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Ask Miz Ginevra - dealing with trolls


Trolls. Oof.

Tolls online are people who seem to wake up in the morning for the sole purpose of  tearing your blog to shreds. We've got 'em.  If you've got 'em, welcome! It's a sign of success - as long as there's someone there professing to hate everything you say, you know you're doing it well.

No one likes being told they're wrong, especially on our blogs, which we consider our place, our house. The internet makes it easy for anyone happening along your spot to have a safe, comfy, judge-y place to let you know they just don't like what you say, especially in your comments. How do you deal with someone who seems to be out for destruction?

Ignoring the troll isn't quite right - the guidance we often hear is "don't feed the troll". What does that mean?

Don't feed the troll: don't let someone get your goat. You can respond, but don't let it be from a place of frustration. If someone's deliberately out to make you frustrated, don't give in. Take a walk. Have someone else read your response. Get some perspective: it's only the internet after all.

Don't overreact: are you reading more than you need to into something someone wrote about you? Again, ask a friend or colleague for advice - sometimes, emotion can color your reaction. I told someone the other day that "I wish there was a sarcasm font for the internet." Is there a possibility that it's not them, it's you?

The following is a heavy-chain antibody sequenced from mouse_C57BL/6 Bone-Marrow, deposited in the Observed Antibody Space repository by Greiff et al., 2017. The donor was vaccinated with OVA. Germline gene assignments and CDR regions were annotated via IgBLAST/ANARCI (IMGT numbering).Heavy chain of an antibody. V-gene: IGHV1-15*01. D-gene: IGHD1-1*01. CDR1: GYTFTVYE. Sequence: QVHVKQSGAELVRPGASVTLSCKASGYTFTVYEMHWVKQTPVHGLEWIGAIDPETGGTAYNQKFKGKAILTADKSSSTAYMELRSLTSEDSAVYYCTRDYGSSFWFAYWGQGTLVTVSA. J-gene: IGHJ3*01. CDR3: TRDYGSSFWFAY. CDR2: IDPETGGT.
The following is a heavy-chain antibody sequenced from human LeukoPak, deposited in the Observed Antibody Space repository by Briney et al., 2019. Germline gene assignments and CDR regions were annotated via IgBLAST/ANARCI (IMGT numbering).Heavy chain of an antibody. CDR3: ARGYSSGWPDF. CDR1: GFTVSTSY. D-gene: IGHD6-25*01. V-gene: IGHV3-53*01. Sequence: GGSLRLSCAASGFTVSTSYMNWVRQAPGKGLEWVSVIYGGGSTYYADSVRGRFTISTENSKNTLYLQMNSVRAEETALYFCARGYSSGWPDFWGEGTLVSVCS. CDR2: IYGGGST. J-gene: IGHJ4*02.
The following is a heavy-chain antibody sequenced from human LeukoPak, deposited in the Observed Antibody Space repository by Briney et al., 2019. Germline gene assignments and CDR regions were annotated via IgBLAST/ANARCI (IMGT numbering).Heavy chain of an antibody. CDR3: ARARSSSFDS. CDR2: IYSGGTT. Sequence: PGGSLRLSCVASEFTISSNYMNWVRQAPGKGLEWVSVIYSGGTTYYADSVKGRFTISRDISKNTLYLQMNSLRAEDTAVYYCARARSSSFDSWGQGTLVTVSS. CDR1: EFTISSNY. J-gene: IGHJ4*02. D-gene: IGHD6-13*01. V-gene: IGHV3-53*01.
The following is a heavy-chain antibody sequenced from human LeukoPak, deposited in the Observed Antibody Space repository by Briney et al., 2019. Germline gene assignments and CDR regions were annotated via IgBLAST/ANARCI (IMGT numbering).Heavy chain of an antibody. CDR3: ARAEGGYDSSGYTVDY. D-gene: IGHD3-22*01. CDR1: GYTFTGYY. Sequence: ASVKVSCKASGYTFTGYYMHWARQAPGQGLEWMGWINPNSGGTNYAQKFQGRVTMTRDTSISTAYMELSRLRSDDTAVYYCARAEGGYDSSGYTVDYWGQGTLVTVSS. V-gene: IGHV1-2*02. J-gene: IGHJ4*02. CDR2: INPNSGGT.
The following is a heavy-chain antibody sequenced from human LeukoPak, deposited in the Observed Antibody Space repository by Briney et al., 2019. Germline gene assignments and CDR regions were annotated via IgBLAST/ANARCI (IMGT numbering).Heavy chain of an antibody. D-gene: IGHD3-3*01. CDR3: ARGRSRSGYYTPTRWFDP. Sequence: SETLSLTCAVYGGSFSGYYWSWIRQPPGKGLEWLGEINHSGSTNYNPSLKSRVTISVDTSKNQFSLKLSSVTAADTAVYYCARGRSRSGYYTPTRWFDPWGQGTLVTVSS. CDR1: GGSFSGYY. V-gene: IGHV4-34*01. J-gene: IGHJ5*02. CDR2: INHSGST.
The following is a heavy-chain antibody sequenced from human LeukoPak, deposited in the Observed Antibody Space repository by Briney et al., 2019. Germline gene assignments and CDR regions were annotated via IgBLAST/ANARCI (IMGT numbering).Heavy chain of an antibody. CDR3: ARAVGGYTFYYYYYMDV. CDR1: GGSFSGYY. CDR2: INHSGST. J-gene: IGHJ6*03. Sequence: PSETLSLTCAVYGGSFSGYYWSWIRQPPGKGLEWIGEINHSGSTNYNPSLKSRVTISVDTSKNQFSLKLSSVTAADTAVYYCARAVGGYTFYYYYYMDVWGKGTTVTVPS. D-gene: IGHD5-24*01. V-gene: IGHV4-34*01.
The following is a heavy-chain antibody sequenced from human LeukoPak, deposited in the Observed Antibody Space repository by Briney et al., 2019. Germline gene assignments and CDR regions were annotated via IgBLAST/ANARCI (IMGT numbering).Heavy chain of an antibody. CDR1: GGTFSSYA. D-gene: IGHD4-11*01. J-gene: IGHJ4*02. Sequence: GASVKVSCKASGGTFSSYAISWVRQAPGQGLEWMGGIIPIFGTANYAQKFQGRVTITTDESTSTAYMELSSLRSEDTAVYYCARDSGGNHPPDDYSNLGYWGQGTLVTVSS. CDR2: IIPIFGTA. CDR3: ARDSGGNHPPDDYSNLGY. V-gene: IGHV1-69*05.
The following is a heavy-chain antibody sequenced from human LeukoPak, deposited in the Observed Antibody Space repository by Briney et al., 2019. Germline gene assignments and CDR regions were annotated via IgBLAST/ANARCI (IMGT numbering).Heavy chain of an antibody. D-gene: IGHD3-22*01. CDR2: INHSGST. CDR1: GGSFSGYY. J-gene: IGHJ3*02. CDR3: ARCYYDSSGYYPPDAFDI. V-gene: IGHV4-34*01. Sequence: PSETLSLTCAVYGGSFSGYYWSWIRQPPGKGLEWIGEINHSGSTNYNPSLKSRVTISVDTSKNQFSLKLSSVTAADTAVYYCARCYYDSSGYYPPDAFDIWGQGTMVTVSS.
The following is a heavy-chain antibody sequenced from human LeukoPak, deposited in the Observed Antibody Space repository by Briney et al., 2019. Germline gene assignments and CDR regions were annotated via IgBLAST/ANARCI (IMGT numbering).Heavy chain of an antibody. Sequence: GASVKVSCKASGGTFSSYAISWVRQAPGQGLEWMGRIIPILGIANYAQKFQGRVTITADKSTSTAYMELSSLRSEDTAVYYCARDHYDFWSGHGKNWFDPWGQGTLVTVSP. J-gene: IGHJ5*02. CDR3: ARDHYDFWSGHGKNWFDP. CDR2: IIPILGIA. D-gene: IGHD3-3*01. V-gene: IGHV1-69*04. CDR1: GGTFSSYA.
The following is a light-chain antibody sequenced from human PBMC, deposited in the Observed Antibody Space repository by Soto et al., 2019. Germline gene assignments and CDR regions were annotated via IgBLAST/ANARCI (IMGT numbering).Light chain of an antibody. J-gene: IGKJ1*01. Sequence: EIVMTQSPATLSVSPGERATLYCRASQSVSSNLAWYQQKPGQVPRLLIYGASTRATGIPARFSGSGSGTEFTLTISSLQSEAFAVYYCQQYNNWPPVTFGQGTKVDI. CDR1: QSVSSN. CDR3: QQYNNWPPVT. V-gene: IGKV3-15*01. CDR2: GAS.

Don't underreact: if someone is threatening the peace of your online community, don't feel DRAMATIC by asking them to cut it out. A well-timed, personal email can help mend fences with a community, and doesn't embarrass anyone in public. Asking some people to tone down their conversation works, but the best way to deal with someone who's upset? Find out what they're really trying to say. A symptom of troll-like behavior can be an overblown public comment, but the real cause is often that someone simply doesn't feel listened to.

Don't take it personally: some people are just out to be mean/vindictive/bitter. These are your real trolls.You'll know them when you see them: like a bad penny, they always turn up.

Use TypePad's profiles and moderation features: Of course, if things come to extremes, you can use TypePad's IP banning, commenter banning, or moderation to help your blog achieve smooth sailing. We accept all comments and reply here on Everything TypePad, but there's certain topics and entire blogs that require constant vigilance. That's why we're happy to have sophisticated moderation tools here with TypePad. Our profiles and following features help you keep even closer watch on your commenting community - if someone isn't signing in with TypePad, Twitter, or Facebook, or they're keeping anonymous in other online forums, you can bet you're not the only victim.

Have you had experiences with trolls challenging communicators on your blog? Let us know in the comments!

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